A new program in the Department of History is designed to create wider awareness of the careers and opportunities available to doctoral students while highlighting the diverse skills developed through graduate study.
Mark Steinberg, a professor of history and director of graduate studies for the department, said that a new grant from the American Historical Association will allow the department to fund a career diversity fellow who will work with faculty to raise awareness and promote accessibility to a wide array of opportunities for graduate students.
The fellowship recipient, a graduate student who is funded by the AHA with additional support from the Department of History and the Graduate College, will assist in activities such as reforming the existing curricular offerings and programming, creating new events and materials that promote the skills and career opportunities that come with a PhD, and collaborating with other units and initiatives around digital humanities and other trends.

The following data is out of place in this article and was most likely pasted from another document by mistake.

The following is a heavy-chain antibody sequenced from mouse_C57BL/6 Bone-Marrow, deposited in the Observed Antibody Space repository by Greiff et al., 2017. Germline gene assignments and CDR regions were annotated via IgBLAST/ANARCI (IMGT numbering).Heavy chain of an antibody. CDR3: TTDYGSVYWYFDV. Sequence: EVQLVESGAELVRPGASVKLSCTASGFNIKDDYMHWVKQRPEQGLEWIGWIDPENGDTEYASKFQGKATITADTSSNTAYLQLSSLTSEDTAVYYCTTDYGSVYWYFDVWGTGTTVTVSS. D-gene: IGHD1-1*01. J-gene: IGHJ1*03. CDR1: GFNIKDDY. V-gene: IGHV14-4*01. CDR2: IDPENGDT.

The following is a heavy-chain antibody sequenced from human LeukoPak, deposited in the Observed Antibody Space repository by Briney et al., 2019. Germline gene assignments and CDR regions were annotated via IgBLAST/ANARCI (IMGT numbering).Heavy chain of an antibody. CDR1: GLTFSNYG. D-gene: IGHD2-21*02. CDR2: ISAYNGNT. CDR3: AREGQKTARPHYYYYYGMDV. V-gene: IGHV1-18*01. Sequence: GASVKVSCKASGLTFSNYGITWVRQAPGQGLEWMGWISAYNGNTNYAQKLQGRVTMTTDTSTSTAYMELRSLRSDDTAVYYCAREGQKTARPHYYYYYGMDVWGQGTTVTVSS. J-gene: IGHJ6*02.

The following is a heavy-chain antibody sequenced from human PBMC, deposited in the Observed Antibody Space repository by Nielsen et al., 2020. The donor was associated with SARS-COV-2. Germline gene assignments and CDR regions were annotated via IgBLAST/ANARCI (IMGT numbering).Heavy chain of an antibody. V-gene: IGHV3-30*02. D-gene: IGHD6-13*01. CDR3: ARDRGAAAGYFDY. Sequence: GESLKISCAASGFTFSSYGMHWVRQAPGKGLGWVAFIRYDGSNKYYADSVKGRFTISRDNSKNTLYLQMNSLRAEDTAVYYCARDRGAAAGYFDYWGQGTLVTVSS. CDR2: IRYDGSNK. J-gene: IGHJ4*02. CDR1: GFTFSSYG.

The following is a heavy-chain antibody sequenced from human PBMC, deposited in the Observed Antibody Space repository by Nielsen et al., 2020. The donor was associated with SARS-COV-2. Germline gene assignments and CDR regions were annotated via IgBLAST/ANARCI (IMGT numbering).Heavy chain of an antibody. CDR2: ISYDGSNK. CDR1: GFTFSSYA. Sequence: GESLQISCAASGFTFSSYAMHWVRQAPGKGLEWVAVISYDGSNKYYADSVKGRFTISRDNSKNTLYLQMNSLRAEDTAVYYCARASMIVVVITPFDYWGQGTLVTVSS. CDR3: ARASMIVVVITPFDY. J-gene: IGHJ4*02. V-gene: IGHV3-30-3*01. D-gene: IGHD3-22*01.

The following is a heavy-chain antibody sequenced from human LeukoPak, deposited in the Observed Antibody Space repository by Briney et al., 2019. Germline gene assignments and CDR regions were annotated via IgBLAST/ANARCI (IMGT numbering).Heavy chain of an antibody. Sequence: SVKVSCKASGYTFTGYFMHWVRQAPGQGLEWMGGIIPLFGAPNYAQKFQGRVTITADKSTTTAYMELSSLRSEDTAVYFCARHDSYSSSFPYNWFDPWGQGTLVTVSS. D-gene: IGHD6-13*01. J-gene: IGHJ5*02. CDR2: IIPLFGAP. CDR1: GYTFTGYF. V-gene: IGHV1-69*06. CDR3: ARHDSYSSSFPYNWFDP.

The driving principle of the program is that there are many careers open to people with doctoral degrees in history. In addition to the work of a professor, which itself involves many more skills than teaching and research, Steinberg said, a doctoral degree in history is good preparation for careers in museums, archives, libraries, law, business, politics, and writing.
“The idea is to diversify thoughts about the job market, about the careers that you can follow, and to be explicit about the type of training we give students to make sure that they’re completely aware of those possibilities, and are also very cognizant of those skills that they’re learning,” Steinberg said.
The Department of History has selected its first career diversity fellow: Brian Campbell, a doctoral candidate.